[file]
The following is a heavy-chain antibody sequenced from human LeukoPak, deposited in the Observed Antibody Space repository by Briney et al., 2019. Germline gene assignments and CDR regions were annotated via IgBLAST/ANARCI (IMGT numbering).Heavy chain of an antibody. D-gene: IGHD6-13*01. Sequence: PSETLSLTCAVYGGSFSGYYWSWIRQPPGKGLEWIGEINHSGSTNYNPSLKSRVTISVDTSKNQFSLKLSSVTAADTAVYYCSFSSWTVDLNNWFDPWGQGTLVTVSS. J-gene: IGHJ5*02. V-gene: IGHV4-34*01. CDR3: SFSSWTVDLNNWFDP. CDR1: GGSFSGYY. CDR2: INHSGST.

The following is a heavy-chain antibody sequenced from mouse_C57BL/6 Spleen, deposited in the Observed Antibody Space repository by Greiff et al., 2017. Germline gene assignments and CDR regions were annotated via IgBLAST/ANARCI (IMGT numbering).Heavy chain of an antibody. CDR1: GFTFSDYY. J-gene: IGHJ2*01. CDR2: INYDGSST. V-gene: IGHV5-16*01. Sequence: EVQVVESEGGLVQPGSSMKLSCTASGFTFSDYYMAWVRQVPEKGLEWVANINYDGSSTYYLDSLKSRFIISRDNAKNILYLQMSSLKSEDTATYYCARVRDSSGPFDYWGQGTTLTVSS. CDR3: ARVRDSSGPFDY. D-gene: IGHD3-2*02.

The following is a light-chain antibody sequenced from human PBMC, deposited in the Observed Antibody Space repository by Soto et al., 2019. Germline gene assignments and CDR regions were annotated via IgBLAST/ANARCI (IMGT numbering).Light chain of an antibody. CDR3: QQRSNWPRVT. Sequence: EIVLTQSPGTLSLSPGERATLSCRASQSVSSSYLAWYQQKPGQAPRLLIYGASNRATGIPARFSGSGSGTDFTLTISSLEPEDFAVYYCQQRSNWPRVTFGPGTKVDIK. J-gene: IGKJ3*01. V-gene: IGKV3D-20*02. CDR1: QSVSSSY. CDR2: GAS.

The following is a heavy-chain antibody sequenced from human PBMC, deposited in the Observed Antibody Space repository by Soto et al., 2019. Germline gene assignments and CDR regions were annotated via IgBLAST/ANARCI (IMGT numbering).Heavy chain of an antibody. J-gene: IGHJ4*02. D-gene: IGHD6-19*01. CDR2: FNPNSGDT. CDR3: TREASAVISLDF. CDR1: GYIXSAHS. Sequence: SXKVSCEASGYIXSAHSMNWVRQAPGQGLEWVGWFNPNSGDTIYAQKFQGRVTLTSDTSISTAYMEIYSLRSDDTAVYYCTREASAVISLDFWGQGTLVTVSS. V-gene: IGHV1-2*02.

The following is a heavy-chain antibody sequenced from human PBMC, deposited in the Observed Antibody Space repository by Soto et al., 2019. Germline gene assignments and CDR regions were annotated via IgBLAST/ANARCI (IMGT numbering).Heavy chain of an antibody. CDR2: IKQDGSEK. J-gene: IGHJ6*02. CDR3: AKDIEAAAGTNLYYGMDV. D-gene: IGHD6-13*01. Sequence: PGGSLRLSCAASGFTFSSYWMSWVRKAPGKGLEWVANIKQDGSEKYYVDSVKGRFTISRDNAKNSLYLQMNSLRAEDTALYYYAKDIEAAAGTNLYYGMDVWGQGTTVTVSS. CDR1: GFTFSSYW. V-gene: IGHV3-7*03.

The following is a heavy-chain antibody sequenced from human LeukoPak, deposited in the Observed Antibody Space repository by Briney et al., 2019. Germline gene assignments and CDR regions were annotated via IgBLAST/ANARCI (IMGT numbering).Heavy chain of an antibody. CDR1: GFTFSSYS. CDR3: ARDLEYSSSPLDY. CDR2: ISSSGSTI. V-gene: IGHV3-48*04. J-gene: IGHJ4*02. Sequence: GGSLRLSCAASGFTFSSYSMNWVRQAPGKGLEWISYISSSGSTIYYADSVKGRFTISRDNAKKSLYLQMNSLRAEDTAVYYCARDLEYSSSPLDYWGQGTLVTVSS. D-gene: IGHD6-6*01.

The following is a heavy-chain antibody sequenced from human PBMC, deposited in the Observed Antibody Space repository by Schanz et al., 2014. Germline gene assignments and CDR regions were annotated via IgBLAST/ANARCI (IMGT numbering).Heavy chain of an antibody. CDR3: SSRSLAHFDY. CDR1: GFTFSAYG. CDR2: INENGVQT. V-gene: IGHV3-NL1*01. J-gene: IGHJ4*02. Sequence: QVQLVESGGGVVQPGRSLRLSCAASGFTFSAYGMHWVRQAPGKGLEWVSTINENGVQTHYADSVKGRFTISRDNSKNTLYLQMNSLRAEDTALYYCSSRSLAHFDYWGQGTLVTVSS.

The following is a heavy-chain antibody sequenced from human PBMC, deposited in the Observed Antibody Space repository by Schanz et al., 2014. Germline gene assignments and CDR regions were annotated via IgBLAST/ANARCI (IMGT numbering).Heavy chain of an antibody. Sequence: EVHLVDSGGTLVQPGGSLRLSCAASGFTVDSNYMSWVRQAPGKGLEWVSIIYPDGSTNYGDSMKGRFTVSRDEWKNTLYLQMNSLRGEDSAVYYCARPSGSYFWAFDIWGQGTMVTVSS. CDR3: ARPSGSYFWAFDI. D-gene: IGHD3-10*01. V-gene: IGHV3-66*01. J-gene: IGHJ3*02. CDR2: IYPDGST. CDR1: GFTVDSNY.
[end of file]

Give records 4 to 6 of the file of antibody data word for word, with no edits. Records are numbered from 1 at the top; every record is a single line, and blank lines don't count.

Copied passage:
The following is a heavy-chain antibody sequenced from human PBMC, deposited in the Observed Antibody Space repository by Soto et al., 2019. Germline gene assignments and CDR regions were annotated via IgBLAST/ANARCI (IMGT numbering).Heavy chain of an antibody. J-gene: IGHJ4*02. D-gene: IGHD6-19*01. CDR2: FNPNSGDT. CDR3: TREASAVISLDF. CDR1: GYIXSAHS. Sequence: SXKVSCEASGYIXSAHSMNWVRQAPGQGLEWVGWFNPNSGDTIYAQKFQGRVTLTSDTSISTAYMEIYSLRSDDTAVYYCTREASAVISLDFWGQGTLVTVSS. V-gene: IGHV1-2*02.

The following is a heavy-chain antibody sequenced from human PBMC, deposited in the Observed Antibody Space repository by Soto et al., 2019. Germline gene assignments and CDR regions were annotated via IgBLAST/ANARCI (IMGT numbering).Heavy chain of an antibody. CDR2: IKQDGSEK. J-gene: IGHJ6*02. CDR3: AKDIEAAAGTNLYYGMDV. D-gene: IGHD6-13*01. Sequence: PGGSLRLSCAASGFTFSSYWMSWVRKAPGKGLEWVANIKQDGSEKYYVDSVKGRFTISRDNAKNSLYLQMNSLRAEDTALYYYAKDIEAAAGTNLYYGMDVWGQGTTVTVSS. CDR1: GFTFSSYW. V-gene: IGHV3-7*03.

The following is a heavy-chain antibody sequenced from human LeukoPak, deposited in the Observed Antibody Space repository by Briney et al., 2019. Germline gene assignments and CDR regions were annotated via IgBLAST/ANARCI (IMGT numbering).Heavy chain of an antibody. CDR1: GFTFSSYS. CDR3: ARDLEYSSSPLDY. CDR2: ISSSGSTI. V-gene: IGHV3-48*04. J-gene: IGHJ4*02. Sequence: GGSLRLSCAASGFTFSSYSMNWVRQAPGKGLEWISYISSSGSTIYYADSVKGRFTISRDNAKKSLYLQMNSLRAEDTAVYYCARDLEYSSSPLDYWGQGTLVTVSS. D-gene: IGHD6-6*01.